• 11. 896 K. Govender There are a variety of practices involved in policing masculinity, including subtle homophobia, but also strategies for constructing non-hegemonic masculinities as ‘feminine’ (Mac an Ghaill 1994). Dinesh and Ravi, in the next extract, continue to talk about boys who do not have girlfriends. Dinesh responds to the interviewer’s question, ‘What about the guys who don’t have girlfriends?’, by remarking that they are ‘nerdy ous’ and are not very confident in their ability to converse with girls: He states: ‘They can’t talk. They are shy’. These ‘nerds’ were also seen to be jealous of the players: Interviewer: . . . and what about the guys who don’t have girlfriends? Dinesh: They can’t talk. They are shy. Interviewer: What do you mean?Downloaded by [UNIVERSITY OF KWAZULU-NATAL] at 00:30 08 November 2011 Dinesh: Nerdy ous. Interviewer: What do you think those guys think about players? Dinesh: Hey! (laughs). They think that we are bastards. Interviewer: Why? Ravi: Because they can’t get one (girl) for themselves. [ ] In my conversations with boys the male-orientated permissive discourse was dominant. I also noted that some boys were not as vocal on these issues. It seemed that the pressure to conform to the hyper-masculine identity meant that there was little or no space in the discussions for the expression of alternative masculinities. Idealising the other: ‘the powerful boys’ In the focus groups, boys frequently talked about the taxi driver in their neighbourhood whom they positioned high up on the hierarchy of maleness. These boys who were close to completing school idealised taxi drivers for having ‘cool’ cars, wearing expensive clothes and jewellery and having many women. Boys in our conversations felt frustrated and frequently positioned themselves as failures because of their inability to accumulate these symbols of sexual prowess. The following discussions are selected extracts from my conversations with Josh, Alan, Kyle and Robbie, four Grade 11 boys. Kyle constructs the young male as being physically weaker than the potentially violent taxi driver: Kyle (19 years old): [ ] They (taxi drivers) are experienced, money, thick chains, muscles. They think that they have bigger penises. When boys interfere with their girls, they send for them to sort them out (hit them). These guys like to show themselves off as being tough. [ ] ‘The boy’ is clearly positioned as being physically weak and sexually emasculated. So the act of depersonalisation is a viable strategy for Kyle to ward off being positioned as ‘the weak boy’ in the presence of his peers, including myself, the interviewer. Connell (1995) argues that ‘hegemonic’ masculinity is important to the fantasy lives of many men and that men often position themselves in relation to it, even if they critique or subvert it (see, for example, Wetherell and Edley 1998). However, the taxi driver is not beyond reproach. Kyle, in an act of subversion, notes that the notion of hard masculinity is a ‘show off’, indicating that it is ‘performative’ rather than ‘authentic’. In the next extract, Kyle and Robbie continue the conversation and talk about young girls who ridicule them for being poor. The implication is that men can take care of women by providing for their material and sexual needs: Robbie: [ ]. Girls our age just treat us like we are fools. They go for your car, or even fashionable things. Girls also like bigger guys, like you. Interviewer: Why? Kyle: They say us smaller things do not know how to have sex, like the bigger guys.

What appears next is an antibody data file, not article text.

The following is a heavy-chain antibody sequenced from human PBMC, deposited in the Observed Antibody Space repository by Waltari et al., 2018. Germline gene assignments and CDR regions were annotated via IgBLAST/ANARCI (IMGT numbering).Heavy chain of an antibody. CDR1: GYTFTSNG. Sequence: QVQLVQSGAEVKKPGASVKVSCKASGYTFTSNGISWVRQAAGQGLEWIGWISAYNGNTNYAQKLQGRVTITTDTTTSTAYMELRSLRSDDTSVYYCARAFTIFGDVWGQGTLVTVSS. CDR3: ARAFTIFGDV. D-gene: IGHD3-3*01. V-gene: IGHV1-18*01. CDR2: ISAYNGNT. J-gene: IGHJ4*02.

• 12. Culture, Health & Sexuality 897 They just say that we are poor. You don’t have anything, because when you are going out, you have to buy her something. [ ] Robbie: I prefer older (women), because they are mature. They are real women! Here, Robbie is partly able to recover from a position of emasculation by invoking a split discourse. The older woman is presented as being authentic – she is more ‘mature’ – while the younger girls are more fickle and, therefore, not ‘real women’. Interestingly, local research indicates that girls with ‘sugar daddies’ were perceived by males as ‘whores’ who hang around with men for the social status (Tillotson and Maharaj 2001).Downloaded by [UNIVERSITY OF KWAZULU-NATAL] at 00:30 08 November 2011 Conclusion My conversations with boys go some way towards illustrating the overt ways in which boys ‘perform’ their heterosexuality as a need to conform to notions of being hegemonically masculine. One could argue that the utilisation of the young male-as- dis/empowered repertoire provided a powerful way for boys to reaffirm themselves as heterosexual performers in the all male space. It is not surprising to note that these self- exalting strategies occurred in a relatively secure space that has been noted to enable young boys to talk about heterosexual desires. However, such talk was also structured to affirm manhood. The peer group discussions also revealed another way to claim this ‘hegemonic space’, that is, boys positioning themselves in relation to ‘the other’ (boys who were heterosexual failures). In this sense, the participants had to be careful about what they did or said for fear of being called gay, effeminate and so on, because their identities were policed and scrutinised for lack of conformity to the core notion of heterosexuality. In this sense, having a girlfriend was taken to be a public affirmation of one’s heterosexuality and a performative signifier of being ‘hegemonic’. The policing behaviour of boys in dealing with the pressures of ‘compulsory heterosexuality’ (Rich 1980) were evident in forms of heterosexualised harassment – the teasing and ridiculing of boys who did not have a ‘chick’ or a ‘cherry’ – and usually younger boys who were seen as being biologically inadequate. The latter was encapsulated in ridiculing statements such as: ‘they wouldn’t know what to do’ and ‘their dicks are too small’. These heterosexual failures were viewed as not being ‘cool’ and were generally seen to be socially inept. It would be fair to suggest that boys, in these discussions, were also complicit in supporting a masculinity hierarchy, while subverting it and also battling to claim it. In terms of the latter, this occurred through their idealisation of the taxi driver who was positioned higher up in the masculine hierarchy. Schoolboys internalised their heterosexual failure through positioning themselves as ‘males-in-lack’. In this regard, Wood and Jewkes (2001) argue that such male insecurities regarding access to women and/or an inability to control women, has strong connections to gender-based violence in South Africa. Another central finding in this study is that while the boys simultaneously affirmed themselves as young heterosexual men, they were also wary of being regarded as being hyper-masculine. In the international literature, the ‘boys behaving badly’ syndrome is seen as part of a backlash against feminist that intends to re-assert male domination (Whannel 1999). In contemporary South Africa, Walker (2005) asserts that the political and constitutional change created the space for men to engage with their gender identities in ways which would not have been possible pre-1994. However, in my conversation with the boys, ‘the responsible/controlled position’ did not necessarily mean a reversion towards